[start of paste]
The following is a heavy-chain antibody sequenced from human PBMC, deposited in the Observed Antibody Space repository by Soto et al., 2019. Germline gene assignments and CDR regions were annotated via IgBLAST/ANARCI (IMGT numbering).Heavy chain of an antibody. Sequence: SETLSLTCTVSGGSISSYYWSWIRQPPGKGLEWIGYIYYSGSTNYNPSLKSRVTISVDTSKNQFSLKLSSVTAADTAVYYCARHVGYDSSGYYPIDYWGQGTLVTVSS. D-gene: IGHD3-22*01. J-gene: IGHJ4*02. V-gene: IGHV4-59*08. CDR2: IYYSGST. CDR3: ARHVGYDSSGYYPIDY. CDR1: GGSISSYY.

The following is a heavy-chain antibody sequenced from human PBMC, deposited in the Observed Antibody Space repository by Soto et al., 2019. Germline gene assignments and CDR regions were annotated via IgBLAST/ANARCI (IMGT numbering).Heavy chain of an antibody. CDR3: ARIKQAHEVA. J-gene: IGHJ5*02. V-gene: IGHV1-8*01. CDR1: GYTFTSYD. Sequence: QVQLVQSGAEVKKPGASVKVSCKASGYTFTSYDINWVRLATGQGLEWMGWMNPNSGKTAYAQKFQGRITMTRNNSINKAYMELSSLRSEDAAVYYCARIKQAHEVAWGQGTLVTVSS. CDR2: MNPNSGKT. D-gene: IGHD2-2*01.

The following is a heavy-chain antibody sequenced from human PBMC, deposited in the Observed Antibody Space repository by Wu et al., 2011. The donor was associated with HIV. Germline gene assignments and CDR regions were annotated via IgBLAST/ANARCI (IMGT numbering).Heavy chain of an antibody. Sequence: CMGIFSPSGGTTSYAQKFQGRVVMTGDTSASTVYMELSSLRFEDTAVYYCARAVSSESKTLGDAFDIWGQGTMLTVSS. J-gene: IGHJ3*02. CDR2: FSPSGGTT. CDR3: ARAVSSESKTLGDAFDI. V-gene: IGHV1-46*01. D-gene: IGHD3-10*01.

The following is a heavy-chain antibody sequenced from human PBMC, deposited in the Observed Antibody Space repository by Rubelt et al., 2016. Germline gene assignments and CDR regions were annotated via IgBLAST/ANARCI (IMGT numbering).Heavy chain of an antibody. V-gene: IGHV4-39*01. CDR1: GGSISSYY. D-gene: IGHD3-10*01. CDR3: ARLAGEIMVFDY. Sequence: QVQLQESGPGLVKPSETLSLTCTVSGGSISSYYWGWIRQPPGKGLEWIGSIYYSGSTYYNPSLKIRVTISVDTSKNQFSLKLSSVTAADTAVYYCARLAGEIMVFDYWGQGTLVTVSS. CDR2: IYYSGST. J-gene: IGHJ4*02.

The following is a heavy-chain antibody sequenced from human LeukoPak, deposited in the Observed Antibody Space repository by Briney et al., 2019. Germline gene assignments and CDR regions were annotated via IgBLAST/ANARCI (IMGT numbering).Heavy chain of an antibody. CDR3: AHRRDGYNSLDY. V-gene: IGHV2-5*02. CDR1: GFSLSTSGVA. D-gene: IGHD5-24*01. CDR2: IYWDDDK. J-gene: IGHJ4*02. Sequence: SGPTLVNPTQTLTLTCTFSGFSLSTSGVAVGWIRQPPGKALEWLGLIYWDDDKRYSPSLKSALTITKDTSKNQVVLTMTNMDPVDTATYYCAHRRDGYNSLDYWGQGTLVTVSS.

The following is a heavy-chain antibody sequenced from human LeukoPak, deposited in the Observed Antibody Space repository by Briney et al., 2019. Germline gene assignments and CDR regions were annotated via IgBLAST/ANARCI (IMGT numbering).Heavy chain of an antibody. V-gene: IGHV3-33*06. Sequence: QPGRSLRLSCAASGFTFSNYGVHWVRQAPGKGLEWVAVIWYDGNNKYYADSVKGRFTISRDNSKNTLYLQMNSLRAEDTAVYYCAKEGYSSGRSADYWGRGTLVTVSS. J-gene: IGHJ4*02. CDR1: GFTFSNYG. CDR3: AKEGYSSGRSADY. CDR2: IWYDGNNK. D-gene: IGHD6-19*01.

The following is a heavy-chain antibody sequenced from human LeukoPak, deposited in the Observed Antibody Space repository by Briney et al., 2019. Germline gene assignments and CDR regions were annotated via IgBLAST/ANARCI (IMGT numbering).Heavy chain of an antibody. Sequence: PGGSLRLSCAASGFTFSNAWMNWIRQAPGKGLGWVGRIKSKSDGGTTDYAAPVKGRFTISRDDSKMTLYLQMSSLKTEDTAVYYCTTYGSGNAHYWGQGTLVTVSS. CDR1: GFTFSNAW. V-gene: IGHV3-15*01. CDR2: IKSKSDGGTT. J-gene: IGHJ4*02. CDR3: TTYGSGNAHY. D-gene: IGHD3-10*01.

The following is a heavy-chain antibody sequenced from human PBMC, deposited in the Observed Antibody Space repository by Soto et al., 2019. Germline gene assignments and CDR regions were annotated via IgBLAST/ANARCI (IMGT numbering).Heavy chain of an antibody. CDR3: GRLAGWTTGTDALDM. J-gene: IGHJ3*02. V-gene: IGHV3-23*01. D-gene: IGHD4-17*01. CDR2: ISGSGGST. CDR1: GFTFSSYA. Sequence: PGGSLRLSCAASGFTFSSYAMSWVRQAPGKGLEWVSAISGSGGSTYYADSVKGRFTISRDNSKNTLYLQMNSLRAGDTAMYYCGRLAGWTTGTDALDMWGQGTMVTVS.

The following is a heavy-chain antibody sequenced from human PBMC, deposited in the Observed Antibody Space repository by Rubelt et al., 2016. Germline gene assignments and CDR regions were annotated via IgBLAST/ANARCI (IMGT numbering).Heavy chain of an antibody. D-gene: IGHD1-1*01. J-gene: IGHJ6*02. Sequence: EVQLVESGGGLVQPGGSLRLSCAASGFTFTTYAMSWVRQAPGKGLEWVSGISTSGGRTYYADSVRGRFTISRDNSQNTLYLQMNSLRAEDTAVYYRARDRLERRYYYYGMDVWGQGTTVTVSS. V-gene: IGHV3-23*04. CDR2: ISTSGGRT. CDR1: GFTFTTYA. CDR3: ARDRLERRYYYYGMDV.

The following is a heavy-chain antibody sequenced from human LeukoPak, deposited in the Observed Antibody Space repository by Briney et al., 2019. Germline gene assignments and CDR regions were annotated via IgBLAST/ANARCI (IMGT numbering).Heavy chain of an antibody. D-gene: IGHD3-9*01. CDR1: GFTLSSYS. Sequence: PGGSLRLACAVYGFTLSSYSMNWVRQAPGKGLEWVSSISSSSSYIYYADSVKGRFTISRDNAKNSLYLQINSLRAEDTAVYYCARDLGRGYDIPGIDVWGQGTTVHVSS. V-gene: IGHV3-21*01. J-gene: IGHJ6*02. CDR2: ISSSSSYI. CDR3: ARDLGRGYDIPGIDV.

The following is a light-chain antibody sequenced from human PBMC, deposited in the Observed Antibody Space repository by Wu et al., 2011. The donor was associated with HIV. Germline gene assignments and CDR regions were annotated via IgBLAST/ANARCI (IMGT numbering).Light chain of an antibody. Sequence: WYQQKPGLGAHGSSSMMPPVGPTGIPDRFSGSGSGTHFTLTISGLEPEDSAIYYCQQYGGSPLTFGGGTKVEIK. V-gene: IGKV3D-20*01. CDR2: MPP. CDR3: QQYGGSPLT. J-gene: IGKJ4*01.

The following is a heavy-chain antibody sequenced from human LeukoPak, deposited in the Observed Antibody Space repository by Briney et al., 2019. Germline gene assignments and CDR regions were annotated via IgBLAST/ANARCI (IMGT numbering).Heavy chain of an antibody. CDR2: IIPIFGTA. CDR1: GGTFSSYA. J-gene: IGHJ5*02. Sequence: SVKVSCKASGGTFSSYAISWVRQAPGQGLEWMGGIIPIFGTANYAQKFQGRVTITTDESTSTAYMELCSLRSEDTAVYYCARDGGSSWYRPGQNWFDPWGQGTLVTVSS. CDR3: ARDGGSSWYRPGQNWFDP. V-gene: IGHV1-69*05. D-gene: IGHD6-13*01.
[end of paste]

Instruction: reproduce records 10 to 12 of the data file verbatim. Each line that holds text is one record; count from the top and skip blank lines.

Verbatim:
The following is a heavy-chain antibody sequenced from human LeukoPak, deposited in the Observed Antibody Space repository by Briney et al., 2019. Germline gene assignments and CDR regions were annotated via IgBLAST/ANARCI (IMGT numbering).Heavy chain of an antibody. D-gene: IGHD3-9*01. CDR1: GFTLSSYS. Sequence: PGGSLRLACAVYGFTLSSYSMNWVRQAPGKGLEWVSSISSSSSYIYYADSVKGRFTISRDNAKNSLYLQINSLRAEDTAVYYCARDLGRGYDIPGIDVWGQGTTVHVSS. V-gene: IGHV3-21*01. J-gene: IGHJ6*02. CDR2: ISSSSSYI. CDR3: ARDLGRGYDIPGIDV.

The following is a light-chain antibody sequenced from human PBMC, deposited in the Observed Antibody Space repository by Wu et al., 2011. The donor was associated with HIV. Germline gene assignments and CDR regions were annotated via IgBLAST/ANARCI (IMGT numbering).Light chain of an antibody. Sequence: WYQQKPGLGAHGSSSMMPPVGPTGIPDRFSGSGSGTHFTLTISGLEPEDSAIYYCQQYGGSPLTFGGGTKVEIK. V-gene: IGKV3D-20*01. CDR2: MPP. CDR3: QQYGGSPLT. J-gene: IGKJ4*01.

The following is a heavy-chain antibody sequenced from human LeukoPak, deposited in the Observed Antibody Space repository by Briney et al., 2019. Germline gene assignments and CDR regions were annotated via IgBLAST/ANARCI (IMGT numbering).Heavy chain of an antibody. CDR2: IIPIFGTA. CDR1: GGTFSSYA. J-gene: IGHJ5*02. Sequence: SVKVSCKASGGTFSSYAISWVRQAPGQGLEWMGGIIPIFGTANYAQKFQGRVTITTDESTSTAYMELCSLRSEDTAVYYCARDGGSSWYRPGQNWFDPWGQGTLVTVSS. CDR3: ARDGGSSWYRPGQNWFDP. V-gene: IGHV1-69*05. D-gene: IGHD6-13*01.